How Some Companies Nail the Parental On-ramp Challenge
Paid parental leave has been the topic du jour of 2015, but we can’t miss the point that parental return is the real make it or break it point–for employers and employees. At the It’s Working Project, we are committed to helping new parents get back to work with ease, as a matter of course, and with a sense of pride. As we’ve learned from listening to new parents through our Portrait Project, where parents chronicle their back-to-work after baby experiences (or their back out of the workforce experiences in some cases), flexibility is the one key factor that makes for a successful return.
Flexibility is the thing our struggling parents have told us they want most, and what our thriving parents have credited as pivotal to their successful return. And the companies we are talking to about ways to better attract, retain, and engage top parental talent are all ears when it comes to flexibility, too. An amazingly common reaction we hear from employers is not questioning, “Why?” when it comes to creating more flexibility, but inquisitively and earnestly asking, “How?!”
The It’s Working Project is proud to be taking the lead in showing the private sector how to execute this on the granular level, while at the same time building a strong corporate culture that supports it: gradual on-ramping, flexible hours, and the ability to work remotely. These low-cost, high-return benefits demonstrate that an employer is committed to making it work and go a long way toward ensuring that great employees stay happy and stay on.
Mom, Amy O’Brien, who works for the Denver Nuggets, attributes her parental return success to a flexible and supportive office, where she was able to work from home two days a week. As does dad, Mike Schaffer Vice President, Digital Corporate Reputation, Edelman, who says, ”My managers at the time of each child’s birth were wonderful in supporting me and clearing the way for me to take as much time as possible.”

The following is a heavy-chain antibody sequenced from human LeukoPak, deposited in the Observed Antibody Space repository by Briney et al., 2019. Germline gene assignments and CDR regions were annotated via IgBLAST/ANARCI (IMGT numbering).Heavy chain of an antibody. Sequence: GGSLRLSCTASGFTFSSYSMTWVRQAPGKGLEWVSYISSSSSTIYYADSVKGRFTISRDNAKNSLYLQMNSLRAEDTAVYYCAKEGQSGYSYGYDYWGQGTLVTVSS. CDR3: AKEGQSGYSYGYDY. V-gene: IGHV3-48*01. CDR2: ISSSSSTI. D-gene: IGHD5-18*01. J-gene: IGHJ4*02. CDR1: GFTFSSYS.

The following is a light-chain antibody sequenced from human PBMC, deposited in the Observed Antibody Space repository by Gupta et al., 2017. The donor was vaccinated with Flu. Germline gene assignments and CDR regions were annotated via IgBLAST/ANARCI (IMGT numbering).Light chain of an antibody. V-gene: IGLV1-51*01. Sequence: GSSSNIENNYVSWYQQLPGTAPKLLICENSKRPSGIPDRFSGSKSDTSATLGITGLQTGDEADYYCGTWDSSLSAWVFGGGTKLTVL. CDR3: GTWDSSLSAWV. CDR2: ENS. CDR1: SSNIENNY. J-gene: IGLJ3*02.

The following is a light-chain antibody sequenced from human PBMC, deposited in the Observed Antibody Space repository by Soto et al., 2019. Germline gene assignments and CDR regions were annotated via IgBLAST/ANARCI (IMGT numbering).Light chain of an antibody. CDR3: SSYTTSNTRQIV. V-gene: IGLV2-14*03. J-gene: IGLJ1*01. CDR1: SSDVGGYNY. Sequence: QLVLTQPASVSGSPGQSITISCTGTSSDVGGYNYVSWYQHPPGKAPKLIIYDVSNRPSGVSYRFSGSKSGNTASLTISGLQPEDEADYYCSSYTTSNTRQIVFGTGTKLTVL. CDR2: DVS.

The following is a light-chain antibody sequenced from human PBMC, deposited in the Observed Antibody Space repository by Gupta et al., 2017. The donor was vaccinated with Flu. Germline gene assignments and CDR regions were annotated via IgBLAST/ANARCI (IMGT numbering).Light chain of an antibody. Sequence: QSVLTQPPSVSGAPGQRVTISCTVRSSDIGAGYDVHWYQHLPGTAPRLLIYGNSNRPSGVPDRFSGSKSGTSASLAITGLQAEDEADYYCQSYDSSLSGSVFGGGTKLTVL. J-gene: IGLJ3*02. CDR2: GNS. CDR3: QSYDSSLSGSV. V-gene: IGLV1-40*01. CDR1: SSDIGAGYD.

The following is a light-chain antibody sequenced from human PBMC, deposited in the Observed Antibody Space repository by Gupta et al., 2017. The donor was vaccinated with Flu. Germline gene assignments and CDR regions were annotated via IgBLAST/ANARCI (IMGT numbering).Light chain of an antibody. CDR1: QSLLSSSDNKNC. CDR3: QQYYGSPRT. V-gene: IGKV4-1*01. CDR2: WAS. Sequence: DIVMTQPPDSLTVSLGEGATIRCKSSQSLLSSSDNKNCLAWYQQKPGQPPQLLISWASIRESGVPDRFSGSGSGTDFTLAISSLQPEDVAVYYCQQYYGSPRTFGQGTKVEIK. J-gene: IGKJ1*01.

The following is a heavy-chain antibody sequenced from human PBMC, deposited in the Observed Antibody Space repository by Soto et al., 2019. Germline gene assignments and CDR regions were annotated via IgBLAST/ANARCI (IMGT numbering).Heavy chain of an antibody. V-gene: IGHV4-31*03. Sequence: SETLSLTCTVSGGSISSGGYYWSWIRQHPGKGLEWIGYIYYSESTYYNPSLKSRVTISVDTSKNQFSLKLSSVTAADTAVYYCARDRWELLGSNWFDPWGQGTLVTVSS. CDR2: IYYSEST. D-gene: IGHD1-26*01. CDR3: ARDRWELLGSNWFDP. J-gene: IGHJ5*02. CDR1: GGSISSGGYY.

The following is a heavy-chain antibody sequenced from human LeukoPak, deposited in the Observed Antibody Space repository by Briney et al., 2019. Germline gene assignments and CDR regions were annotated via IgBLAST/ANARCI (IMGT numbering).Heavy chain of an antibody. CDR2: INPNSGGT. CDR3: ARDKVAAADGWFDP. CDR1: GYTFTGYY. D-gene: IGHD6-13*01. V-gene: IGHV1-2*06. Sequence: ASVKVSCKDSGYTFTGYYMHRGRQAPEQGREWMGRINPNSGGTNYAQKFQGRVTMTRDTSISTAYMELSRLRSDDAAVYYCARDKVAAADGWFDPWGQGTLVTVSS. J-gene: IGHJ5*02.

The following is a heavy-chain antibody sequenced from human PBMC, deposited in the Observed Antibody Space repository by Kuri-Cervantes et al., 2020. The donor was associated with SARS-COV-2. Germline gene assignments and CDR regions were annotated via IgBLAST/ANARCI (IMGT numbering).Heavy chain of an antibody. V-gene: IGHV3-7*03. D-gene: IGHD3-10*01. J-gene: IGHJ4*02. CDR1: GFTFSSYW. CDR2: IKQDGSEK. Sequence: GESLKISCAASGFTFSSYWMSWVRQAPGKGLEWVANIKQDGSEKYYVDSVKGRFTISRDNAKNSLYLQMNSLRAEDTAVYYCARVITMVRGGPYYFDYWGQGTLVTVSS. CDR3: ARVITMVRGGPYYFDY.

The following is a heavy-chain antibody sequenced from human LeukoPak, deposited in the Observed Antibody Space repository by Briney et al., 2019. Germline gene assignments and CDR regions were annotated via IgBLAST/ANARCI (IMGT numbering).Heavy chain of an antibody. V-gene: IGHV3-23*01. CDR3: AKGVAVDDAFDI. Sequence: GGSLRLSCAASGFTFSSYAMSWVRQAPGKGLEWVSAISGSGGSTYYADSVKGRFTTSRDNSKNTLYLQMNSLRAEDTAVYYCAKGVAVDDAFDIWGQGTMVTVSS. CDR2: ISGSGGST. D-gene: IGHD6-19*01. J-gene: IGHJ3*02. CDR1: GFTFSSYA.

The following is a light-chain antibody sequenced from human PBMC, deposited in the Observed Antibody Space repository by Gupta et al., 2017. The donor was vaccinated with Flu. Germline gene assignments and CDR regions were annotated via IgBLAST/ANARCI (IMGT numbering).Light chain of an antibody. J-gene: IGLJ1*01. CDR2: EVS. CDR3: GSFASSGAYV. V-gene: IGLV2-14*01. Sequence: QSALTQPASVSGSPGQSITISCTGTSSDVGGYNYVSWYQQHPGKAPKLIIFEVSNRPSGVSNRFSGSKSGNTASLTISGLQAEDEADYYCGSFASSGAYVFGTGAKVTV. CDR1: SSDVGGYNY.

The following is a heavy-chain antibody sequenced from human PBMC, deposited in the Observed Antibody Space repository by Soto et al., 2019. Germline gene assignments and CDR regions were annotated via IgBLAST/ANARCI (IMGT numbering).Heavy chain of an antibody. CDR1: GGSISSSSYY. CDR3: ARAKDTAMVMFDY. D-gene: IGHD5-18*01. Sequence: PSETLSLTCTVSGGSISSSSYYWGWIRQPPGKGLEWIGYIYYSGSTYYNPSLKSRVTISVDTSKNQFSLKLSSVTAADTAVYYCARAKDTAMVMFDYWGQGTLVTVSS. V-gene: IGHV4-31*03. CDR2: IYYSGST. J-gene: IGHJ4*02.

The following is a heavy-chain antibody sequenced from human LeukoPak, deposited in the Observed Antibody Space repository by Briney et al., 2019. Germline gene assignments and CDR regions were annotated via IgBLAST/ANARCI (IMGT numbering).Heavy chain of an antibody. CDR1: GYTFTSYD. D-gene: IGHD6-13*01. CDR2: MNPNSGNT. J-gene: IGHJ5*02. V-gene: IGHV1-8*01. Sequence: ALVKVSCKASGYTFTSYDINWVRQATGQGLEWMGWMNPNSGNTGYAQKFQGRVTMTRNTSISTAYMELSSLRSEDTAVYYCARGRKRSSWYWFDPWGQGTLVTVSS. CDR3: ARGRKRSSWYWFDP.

As pleased as we are when we hear stories from parents who feel like they have won the “boss lottery,” it’s important to us at the It’s Working Project to shift the focus from single, supportive individuals to wholly supportive organizations. This is why we are focused on helping to create smoother off- and on-ramping via cultural shifts that permeate the whole of an organization. As mom Rachel Sobel points out, ““Be flexible. But really flexible. Not the kind of flexible where you offer work from home days or modified schedules that come with sideways glances and resentment.”
If you’re a parent who’s making it work, or who thinks it could be working better, share your story, lend your voice, and help affect positive change in the private sector when it comes to parental leave and return. You can submit your story online, or contact an editor on our team through our Facebook, Instagram or Twitter pages–we’re flexible!